Origins of words and sayings

Among the many scraps of paper in my bulging folder of ideas for future writing projects is one for a novel set in Anglo-Saxon England, and some research I was doing recently gave me an idea for today’s posting.

There was no police force as such at a local level, but there was a post which was a sort of cross between law enforcement agent and administrator of justice. The holder of it was called a reeve, from the Saxon Gerefa. The reeve in a village or town was responsible to the head reeve for the country or shire. The old English for shire is scire (the Saxons pronounced it with a sibilant C: ‘shire’. In areas where Viking pronunciation was predominant, it would have a solid C. Hence Charlton/Carlton, Church/Kirk, which are Saxon and Viking variations of the same words.)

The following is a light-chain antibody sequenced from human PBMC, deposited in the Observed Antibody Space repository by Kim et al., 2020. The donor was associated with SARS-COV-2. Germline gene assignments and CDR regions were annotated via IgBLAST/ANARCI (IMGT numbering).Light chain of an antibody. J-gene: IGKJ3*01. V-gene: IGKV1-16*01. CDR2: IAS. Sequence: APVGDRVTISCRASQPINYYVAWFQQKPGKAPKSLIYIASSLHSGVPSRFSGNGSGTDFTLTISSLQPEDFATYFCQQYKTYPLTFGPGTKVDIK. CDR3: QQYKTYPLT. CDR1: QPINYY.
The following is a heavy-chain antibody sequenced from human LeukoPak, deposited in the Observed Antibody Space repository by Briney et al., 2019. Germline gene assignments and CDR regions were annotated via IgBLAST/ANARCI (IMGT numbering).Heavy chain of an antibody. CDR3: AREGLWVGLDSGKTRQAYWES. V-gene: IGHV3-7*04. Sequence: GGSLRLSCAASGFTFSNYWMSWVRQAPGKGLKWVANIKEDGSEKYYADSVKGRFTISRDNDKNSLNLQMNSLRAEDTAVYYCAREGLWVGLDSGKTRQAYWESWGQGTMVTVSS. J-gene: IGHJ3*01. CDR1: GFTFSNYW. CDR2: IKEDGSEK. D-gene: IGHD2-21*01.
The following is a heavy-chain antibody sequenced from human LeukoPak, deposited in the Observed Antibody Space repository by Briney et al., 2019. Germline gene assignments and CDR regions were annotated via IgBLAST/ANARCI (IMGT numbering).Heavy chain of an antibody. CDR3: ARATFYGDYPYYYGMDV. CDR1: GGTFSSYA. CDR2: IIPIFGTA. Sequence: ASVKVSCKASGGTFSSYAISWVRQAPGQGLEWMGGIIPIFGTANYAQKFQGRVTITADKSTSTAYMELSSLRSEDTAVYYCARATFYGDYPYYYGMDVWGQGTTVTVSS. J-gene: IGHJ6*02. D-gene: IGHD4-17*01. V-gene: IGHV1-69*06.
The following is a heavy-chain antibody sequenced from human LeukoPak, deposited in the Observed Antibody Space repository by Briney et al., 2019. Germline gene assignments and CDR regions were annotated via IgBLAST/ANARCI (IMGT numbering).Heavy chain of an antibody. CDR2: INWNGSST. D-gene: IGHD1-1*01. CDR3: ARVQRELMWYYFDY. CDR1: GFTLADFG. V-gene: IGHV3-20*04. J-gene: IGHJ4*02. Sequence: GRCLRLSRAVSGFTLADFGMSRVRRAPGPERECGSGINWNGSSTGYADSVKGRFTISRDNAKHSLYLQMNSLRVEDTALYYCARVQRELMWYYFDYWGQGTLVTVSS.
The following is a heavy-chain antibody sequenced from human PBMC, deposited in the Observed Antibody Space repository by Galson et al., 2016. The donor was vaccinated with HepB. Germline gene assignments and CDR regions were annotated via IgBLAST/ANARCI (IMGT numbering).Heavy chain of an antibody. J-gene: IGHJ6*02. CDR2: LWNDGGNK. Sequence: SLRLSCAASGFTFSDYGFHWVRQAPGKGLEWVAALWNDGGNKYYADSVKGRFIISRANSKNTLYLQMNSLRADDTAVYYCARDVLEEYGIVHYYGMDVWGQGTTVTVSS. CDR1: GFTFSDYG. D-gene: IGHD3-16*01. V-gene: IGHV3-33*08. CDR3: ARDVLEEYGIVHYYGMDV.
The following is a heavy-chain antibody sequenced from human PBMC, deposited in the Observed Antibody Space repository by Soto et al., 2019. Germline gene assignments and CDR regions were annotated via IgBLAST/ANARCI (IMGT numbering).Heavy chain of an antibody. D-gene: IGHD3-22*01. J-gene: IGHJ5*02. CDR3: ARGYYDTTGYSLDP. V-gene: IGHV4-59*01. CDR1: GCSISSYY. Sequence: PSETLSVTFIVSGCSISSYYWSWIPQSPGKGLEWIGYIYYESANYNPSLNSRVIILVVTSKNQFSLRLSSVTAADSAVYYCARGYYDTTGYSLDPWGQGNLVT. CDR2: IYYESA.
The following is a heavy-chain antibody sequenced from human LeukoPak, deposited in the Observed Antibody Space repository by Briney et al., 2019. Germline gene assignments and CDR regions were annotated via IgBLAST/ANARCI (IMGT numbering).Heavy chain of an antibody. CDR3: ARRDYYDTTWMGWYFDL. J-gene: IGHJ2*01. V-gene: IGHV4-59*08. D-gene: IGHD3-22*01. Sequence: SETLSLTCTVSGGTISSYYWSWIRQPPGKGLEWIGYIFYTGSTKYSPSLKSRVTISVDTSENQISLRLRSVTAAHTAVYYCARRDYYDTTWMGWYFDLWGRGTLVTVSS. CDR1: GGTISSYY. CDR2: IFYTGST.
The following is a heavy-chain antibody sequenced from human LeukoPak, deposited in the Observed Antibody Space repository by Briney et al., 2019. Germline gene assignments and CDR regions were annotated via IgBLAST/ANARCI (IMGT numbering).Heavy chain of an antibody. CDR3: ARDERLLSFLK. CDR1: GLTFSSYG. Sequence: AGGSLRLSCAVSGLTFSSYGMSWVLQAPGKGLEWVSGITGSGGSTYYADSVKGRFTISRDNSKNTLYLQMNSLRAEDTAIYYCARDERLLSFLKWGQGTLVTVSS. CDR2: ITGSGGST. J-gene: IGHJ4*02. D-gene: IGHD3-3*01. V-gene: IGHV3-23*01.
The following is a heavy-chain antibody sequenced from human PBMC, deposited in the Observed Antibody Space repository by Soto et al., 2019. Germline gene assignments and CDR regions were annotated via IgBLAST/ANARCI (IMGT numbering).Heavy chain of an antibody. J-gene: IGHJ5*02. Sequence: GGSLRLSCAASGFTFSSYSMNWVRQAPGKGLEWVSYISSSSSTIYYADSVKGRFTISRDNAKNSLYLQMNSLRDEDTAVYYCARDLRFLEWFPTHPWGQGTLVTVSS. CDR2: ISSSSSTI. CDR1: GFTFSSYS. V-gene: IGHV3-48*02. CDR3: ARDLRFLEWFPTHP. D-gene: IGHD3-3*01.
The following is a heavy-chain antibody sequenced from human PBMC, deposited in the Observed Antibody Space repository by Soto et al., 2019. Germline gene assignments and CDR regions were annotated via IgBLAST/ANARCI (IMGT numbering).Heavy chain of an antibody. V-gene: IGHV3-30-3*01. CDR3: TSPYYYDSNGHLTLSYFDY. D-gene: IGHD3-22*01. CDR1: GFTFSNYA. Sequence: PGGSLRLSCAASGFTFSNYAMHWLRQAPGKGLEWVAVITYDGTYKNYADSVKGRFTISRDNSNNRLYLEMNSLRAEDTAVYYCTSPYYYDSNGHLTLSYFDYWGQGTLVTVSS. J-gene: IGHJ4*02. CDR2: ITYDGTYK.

So, the head reeve for the county was the Scire Gerefa – which over the centuries became Shire Reeve, and eventually the word we know today: Sheriff.

About ramblesofawriter

Writer, thinker, tea drinker.
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